Pindar. Arnson Svarlien, Diane, translator. Created for the Perseus Project, 1990.

  1. that blow on high. The prosperity of men does not stay secure for long, when it follows weighing upon them in abundance.
  2. I will be small when my fortunes are small, great when they are great. I will honor in my mind the fortune that attends me from day to day, tending it to the best of my ability.
  3. But if a god were to give me luxurious wealth, I hope that I would find lofty fame in the future. We know of Nestor and Lycian Sarpedon, whom men speak of, from melodious words which skilled craftsmen join together. Through renowned songs excellence
  4. gains a long life. But few find that easy to accomplish.
  1. Today you must stand beside a beloved man, Muse, the king of Cyrene with its fine horses, so that while Arcesilas celebrates his triumph you may swell the fair wind of song that is due to the children of Leto and to Pytho, where once the priestess seated beside the golden eagles of Zeus,
  2. on a day when Apollo happened to be present, gave an oracle naming Battus as the colonizer of fruitful Libya, and telling how he would at once leave the holy island and found a city of fine chariots on a shining white breast of the earth,
  3. and carry out
  4. in the seventeenth generation the word spoken at Thera by Medea, which once the inspired daughter of Aeetes, the queen of the Colchians, breathed forth from her immortal mouth. She spoke in this way to the heroes who sailed with the warrior Jason: “Hear me, sons of high-spirited men and of gods. For I say that from this wave-washed land one day the daughter of Epaphus
  5. will have planted in her a root of cities that are [*](Reading with Snell μελησιμβρότων for μελησίμβροτον. ) dear to men, in the temple of Zeus Ammon.
  6. Instead of short-finned dolphins they will have swift horses, and reins instead of oars, and they will drive storm-footed chariot teams. That token shall make
  7. Thera the mother-city of great cities, the token which once, beside the out-flowing waters of lake Tritonis, Euphemus received as he descended from the prow, a clod of earth as a gift of friendship from a god in the likeness of a man. And as a sign of favor, Zeus the son of Cronus sounded a peal of thunder,
  8. when the stranger found us hanging the bronze-jawed anchor
  9. , the bridle of the swift Argo, against the ship. Before that we had been dragging our seafaring ship for twelve days from the Ocean over the deserted back of the land, having drawn it ashore by my counsels. And then the solitary god approached, who had assumed the splendid appearance of an honored man. He began to speak friendly words,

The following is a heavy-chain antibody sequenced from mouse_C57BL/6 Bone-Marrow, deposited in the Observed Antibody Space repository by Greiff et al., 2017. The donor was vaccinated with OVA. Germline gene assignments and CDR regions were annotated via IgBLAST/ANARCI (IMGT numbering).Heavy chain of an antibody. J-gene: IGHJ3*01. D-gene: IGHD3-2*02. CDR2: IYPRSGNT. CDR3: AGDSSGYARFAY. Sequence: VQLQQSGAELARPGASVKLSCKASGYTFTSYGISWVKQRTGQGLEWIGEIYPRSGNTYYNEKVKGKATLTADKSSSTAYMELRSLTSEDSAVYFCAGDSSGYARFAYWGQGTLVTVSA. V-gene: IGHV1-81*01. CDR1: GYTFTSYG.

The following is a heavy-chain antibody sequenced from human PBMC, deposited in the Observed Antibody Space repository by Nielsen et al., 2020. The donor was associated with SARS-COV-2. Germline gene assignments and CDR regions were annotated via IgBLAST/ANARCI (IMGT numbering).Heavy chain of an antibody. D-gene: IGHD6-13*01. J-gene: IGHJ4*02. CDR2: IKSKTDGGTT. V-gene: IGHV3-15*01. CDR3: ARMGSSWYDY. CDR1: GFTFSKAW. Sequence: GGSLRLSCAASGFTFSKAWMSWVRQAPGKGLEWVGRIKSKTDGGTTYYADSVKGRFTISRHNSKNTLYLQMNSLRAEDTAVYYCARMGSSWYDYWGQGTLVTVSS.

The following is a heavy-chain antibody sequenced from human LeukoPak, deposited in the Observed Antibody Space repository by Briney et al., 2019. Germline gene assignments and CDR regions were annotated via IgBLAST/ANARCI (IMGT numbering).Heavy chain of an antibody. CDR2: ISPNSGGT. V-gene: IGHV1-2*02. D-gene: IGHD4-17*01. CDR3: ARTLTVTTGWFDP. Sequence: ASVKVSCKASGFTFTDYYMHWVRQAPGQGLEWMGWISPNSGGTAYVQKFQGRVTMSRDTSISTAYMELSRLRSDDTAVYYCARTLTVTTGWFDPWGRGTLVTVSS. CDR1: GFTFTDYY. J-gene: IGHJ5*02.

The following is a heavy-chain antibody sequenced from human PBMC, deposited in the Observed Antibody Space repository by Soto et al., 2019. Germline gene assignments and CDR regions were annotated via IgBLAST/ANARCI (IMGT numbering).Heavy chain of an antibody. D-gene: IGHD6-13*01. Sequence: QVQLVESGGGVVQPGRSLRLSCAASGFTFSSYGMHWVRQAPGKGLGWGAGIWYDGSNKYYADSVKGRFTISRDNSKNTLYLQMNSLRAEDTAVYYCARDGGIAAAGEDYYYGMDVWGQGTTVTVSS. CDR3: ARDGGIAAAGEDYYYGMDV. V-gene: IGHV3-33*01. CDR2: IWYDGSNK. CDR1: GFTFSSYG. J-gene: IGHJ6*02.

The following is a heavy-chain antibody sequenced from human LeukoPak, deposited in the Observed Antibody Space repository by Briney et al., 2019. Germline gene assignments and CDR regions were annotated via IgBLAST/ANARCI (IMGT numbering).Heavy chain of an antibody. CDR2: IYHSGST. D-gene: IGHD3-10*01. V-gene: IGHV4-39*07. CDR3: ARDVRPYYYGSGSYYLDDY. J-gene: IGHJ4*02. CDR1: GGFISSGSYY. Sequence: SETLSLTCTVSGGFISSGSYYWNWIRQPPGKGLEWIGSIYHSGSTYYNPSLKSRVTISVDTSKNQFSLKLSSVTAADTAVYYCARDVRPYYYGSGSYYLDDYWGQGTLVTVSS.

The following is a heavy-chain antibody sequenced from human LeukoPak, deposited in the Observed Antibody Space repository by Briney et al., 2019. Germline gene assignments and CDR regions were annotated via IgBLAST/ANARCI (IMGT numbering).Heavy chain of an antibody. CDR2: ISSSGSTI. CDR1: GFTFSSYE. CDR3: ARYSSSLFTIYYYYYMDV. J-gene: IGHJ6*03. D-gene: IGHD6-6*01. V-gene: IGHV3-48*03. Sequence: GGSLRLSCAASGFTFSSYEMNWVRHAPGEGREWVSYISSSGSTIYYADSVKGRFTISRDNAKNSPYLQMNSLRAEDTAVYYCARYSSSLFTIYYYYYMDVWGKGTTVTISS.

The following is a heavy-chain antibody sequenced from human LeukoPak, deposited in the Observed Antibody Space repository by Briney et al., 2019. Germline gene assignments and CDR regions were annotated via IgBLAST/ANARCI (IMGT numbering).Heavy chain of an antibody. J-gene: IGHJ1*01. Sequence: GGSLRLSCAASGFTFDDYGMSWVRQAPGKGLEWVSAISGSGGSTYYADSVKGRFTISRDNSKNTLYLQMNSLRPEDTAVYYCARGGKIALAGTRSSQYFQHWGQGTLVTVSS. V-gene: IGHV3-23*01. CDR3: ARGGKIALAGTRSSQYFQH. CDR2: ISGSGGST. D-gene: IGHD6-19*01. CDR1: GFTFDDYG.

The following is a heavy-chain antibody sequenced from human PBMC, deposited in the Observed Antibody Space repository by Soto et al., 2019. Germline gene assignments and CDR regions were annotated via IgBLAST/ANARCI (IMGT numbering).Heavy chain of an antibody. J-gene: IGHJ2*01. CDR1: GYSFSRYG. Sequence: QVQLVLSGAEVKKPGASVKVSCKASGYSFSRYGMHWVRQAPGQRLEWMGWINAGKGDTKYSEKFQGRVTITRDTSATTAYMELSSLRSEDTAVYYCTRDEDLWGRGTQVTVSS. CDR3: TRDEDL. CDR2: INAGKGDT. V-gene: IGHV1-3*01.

10. such as beneficent hosts use when they first invite arriving strangers to a meal.
  11. But we could not stay, for the plea of our sweet homecoming prevented us from lingering. He said that he was Eurypylus, the son of the holder of the earth, the immortal earth-shaker Poseidon. He realized that we were hurrying on our way, and straightaway with his right hand he snatched up a piece of earth,
  12. the first thing to come to hand, and sought to present it as a gift of hospitality. He did not fail to persuade Euphemus; the hero leapt down onto the shore, and, pressing his hand in the hand of the stranger, received the divine clod of earth. But now I learn that it was washed out of the ship into the sea by a wave
  13. at evening, following the watery tide. Truly, I often urged the sailors who relieve their masters from toil to guard it; but their minds were forgetful, and now on this island the immortal seed of spacious Libya is washed ashore before the proper time. For if only Euphemus had gone to his home in holy Taenarus and cast the clod beside the earthly mouth of Hades—
  14. Euphemus the son of lord Poseidon, ruler of horses, whom once Europa the daughter of Tityus bore beside the banks of the Cephisus—
  15. the blood of the fourth generation descended from him would have taken possession of that broad continent together with the Danaans; for then they will be uprooted from Lacedaemon and the Argive gulf and Mycenae.
  16. As it is, Euphemus shall find in the beds of foreign women a chosen race, who, with the honor of the gods, will come to this island and beget a man who will be master of the dark-clouded plains; whom one day Phoebus, in his home rich in gold, will mention in his oracles